“The Henderson community welcomes this new international industry, the much-needed new jobs that will follow, and the boost to our economic climate,” said Sen. Dorsey Ridley. “We stand ready with a dedicated and skilled workforce to meet the company’s needs. I look forward to a long and prosperous partnership between the Henderson community and Hansens Aluminum.”
“I am very pleased to have a dynamic, innovative manufacturer like Hansens Aluminum in Henderson,” said Rep Robby Mills. “The Henderson community is deeply grateful that this South African company chose Henderson as their U.S. home. Our skilled and readied workforce is more than capable of making this investment venture a success in Kentucky for years to come.”
The CDBG program provides assistance to communities for use in revitalizing neighborhoods, expanding affordable housing and economic opportunities, providing infrastructure and/or improving community facilities and services.
Applications for CDBG funds are also submitted to DLG. To learn more, please visit https://kydlgweb.ky.gov/FederalGrants/CDBG_cities.cfm.
Legislators: Do what’s best for kids
Senator Ray Jones re-files ‘Erin’s Law’
Allows schools to have child appropriate programs on recognizing abuse
FRANKFORT – Senate Democratic Floor Leader Ray S. Jones II, D-Pikeville, has re-filed legislation that would allow Kentucky schools to educate children on sexual abuse in a child friendly manner.
Senate Bill 250, which would be named Erin’s Law after a victim of child sexual abuse, would allow the Kentucky Department of Education to develop a program on detecting child physical, sexual and emotional abuse and neglect and how to report suspected abuse.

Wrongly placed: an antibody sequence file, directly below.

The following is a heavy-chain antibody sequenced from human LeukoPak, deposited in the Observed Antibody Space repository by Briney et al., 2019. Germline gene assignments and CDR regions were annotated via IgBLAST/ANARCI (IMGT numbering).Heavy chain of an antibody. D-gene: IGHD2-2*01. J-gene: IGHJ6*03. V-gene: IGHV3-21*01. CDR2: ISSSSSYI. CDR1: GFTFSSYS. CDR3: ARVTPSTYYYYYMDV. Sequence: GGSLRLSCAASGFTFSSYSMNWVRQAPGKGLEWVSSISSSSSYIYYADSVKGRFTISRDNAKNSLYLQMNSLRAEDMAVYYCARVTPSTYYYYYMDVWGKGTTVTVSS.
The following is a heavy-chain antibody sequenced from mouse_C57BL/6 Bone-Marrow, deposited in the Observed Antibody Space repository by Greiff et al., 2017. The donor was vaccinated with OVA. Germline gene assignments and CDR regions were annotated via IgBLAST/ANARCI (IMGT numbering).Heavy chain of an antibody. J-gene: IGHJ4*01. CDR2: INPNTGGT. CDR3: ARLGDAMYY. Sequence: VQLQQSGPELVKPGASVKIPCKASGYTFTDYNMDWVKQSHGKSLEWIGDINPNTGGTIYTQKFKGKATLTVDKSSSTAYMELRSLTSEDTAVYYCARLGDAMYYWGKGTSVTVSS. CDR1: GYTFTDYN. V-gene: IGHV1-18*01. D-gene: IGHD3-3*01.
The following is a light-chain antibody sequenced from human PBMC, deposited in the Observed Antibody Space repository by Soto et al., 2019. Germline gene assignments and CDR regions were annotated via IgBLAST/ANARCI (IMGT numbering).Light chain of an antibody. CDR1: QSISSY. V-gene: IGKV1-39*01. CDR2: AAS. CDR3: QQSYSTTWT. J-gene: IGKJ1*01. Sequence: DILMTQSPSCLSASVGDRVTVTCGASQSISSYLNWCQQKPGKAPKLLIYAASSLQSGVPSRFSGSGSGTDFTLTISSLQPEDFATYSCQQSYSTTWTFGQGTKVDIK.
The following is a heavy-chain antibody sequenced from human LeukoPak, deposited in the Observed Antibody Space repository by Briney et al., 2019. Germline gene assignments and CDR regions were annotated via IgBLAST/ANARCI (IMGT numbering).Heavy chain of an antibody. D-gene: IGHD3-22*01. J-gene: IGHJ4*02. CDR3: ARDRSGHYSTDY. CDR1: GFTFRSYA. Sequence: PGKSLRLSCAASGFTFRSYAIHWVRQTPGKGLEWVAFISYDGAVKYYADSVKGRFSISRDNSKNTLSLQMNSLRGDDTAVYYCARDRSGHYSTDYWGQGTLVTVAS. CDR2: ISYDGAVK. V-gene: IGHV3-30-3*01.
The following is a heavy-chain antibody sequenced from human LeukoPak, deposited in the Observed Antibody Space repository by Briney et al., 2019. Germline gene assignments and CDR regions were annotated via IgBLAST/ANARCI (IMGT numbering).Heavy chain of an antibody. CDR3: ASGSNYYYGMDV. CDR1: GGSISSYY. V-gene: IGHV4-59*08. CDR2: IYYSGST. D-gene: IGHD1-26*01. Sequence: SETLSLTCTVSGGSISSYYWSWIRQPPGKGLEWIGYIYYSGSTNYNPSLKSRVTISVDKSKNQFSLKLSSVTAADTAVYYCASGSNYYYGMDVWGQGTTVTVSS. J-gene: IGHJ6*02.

“Child abuse is on the rise in Kentucky and we have to step in,” said Senator Jones.
Erin Merryn, the bill’s namesake, is a child sexual abuse survivor who advocates getting Erin’s Law in every state and at the federal level. At 6 ½, Erin was raped by an adult male and later was sexually abused by an older male cousin. Both used fear to silence her. She said she was never educated on what to do or who to tell. Erin has now written two books about her experience, “Stolen Innocence” “Living for Today,” she has earned a master’s degree in social work, and is a public speaker. Her goal in getting Erin’s Law passed is to help other victims – or those with whom they are in contact – to recognize abuse and know where to seek help.
Senator Jones has the same goal. “One in three girls and one in six boys will be sexually abused before their 18th birthday,” he said. “Ninety percent of the time, the child knows the abuser. This often keeps the child from turning to the parent. They are alone in trying to determine between a good touch and a bad touch or in dealing with their fear of repercussion for reaching out for help.”